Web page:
Odds & Ends
Dateline: Saudi Arabia—Apparently, the Middle East is crazy for Danish Modern. Three men were trampled to death when more than 20,000 people stormed the grand opening of the first IKEA showroom in Saudi Arabia. Sixteen shoppers were injured at the Swedish-based furniture store opening in Jeddah. Medics revived another 20 who had fainted in the crush. The company had promised free vouchers worth $150 to the first 50 people. In a statement issued to the press, IKEA said the company had worked closely with Saudi security officials to plan the opening.
Dateline: Oregon—Barbara Vreeland was standing at her kitchen sink in Forest Grove when a four-pound bag of ashes came crashing through the roof. The bag turned out to contain the cremated remains of a Washington state man. “Initially we didn't know if it was an intentional act or a reckless act,” Forest Grove police Capt. Aaron Ashbaugh told The Oregonian. Eventually, the family of the Washington man came forward and identified the baggie. Turns out, the 46-year-old man, who died of natural causes in June, had issued his family a final request. He wanted to be cremated and have his ashes scattered over Mountain View Memorial Gardens, a Forest Grove cemetery located near Vreeland's home. Family members told police that the bag of ashes slipped as they were circling the cemetery in a small plane they had hired for the day. They lost their grip as they were trying to open the bag out the window of the plane. The cremains plummeted to Earth and ended up crashing through Vreeland's roof, landing in her attic. Vreeland's roof is being fixed and the man's family will pay for the damage their loved one caused. “I feel for those people,” Vreeland told The Oregonian. “But I think some of their relative is still in our attic.”
Dateline: Boston—Police are investigating the case of a confused robber who mistook a copy shop for a bank. Paul Michael Callahan, 32, was arrested last Tuesday afternoon, drenched in red dye, about a half hour after police say he robbed the Citizens Bank at Brigham Circle of more than $2,500. The dye packet, hidden in the bank's money, exploded as Callahan got into his green pickup truck around the corner from the bank. He was arrested a short time later at a nearby gas station, where he had abandoned the vehicle after the tire went flat. Police suspect Callahan is the same person who robbed a Fleet Bank branch of less than $200 the previous day. The whole saga began on Monday morning, just before 9 a.m. when a man matching Callahan's description entered the Image X-Press copy shop on Commonwealth Avenue near Boston University. There, the man handed the clerk a note demanding cash at the document copying company. “One of the clerks turned to another one of the clerks and questioned the note. Then they said, ’Do you know you are in a copy store and all we can give you are copies?'” Boston University Police Captain Robert E. Molloy told the Boston Globe. The man, now believed to be Callahan, then told the clerks he was looking for a Fleet Bank branch and asked for directions. Employees of the copy shop made vague suggestions about another part of Commonwealth Avenue and called the police as soon as the directionless robber left. Within an hour, the Fleet branch on Longwood Avenue was robbed. Police are planning on charging Callahan in both robberies. A law enforcement source said Callahan had been released from state prison within the last six months, where he had been serving a sentence for bank robbery.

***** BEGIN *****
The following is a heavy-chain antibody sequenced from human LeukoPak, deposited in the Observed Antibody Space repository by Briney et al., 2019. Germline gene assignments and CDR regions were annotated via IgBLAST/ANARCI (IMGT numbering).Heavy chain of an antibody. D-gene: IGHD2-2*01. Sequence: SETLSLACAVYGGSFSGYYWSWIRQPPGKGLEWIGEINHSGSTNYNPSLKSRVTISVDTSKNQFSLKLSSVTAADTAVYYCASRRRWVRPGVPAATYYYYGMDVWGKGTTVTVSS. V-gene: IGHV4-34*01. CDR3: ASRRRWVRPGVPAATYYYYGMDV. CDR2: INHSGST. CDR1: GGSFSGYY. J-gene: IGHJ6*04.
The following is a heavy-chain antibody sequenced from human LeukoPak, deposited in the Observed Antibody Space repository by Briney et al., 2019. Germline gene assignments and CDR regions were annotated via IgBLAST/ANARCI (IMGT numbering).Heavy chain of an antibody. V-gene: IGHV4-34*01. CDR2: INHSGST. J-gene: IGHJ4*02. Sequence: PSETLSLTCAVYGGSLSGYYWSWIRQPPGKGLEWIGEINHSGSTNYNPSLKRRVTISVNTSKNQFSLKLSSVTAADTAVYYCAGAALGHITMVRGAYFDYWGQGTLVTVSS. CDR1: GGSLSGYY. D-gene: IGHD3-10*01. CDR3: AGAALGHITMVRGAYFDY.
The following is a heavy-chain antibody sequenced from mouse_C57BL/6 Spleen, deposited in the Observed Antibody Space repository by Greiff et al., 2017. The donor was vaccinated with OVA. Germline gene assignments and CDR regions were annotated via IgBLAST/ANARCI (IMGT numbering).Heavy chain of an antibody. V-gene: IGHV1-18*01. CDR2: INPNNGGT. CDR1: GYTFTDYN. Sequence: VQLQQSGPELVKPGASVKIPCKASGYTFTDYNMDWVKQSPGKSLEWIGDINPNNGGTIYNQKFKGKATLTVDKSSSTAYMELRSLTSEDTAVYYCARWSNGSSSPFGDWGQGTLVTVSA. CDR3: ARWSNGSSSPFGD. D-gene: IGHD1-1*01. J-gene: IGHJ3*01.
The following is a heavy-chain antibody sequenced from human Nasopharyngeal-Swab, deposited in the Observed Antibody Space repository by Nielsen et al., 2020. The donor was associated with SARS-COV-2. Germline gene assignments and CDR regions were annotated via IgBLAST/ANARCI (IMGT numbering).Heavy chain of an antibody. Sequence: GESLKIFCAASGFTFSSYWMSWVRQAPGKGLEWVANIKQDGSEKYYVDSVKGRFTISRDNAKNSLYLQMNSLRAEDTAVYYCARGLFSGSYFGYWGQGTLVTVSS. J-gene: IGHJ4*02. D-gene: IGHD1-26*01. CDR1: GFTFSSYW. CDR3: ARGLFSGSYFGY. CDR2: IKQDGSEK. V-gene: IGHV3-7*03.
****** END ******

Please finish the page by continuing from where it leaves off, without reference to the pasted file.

Dateline: Washington, D.C.—The Pentagon is getting some flack for censoring footage in public copies of a training video called “The People's Right to Know,” which teaches government employees to respond to citizen's requests for information. The 22-minute videotape, starring a bad Humphrey Bogart impersonator, allegedly features several historic clips, including the 1996 Olympics and the exploration of the Titanic in 1986, which are copyrighted by other organizations. The Army lawyer, Suzanne Council, told the Associated Press that her staff had recently asked the organizations again for their permission to use the clips but was denied. Citing the Freedom of Information Act, the Associated Press had asked the Pentagon for a copy of the video nearly 18 months ago. The department eventually released an edited version of the tape and acknowledged the irony of censoring a video promoting government openness. “We knew it would be embarrassing,” said Suzanne Council of the Army Office of the Chief Attorney, which gave the advice to censor the material. Legal experts challenged the Pentagon's refusal to release the entire videotape, arguing that it was improper under the Freedom of Information Act--the very subject of the videotape itself--for the government to withhold records because they include copyright material. In fact, the video lists the seven reasons for withholding government documents, but makes no mention of copyright material. Experts said it was probably legal for the government to include the historic footage in its video under the “fair use” provision of copyright law, as it permits use of such clips for criticism, news reporting, teaching or research.
Compiled by Devin D. O'Leary. E-mail your weird news to email@example.com.
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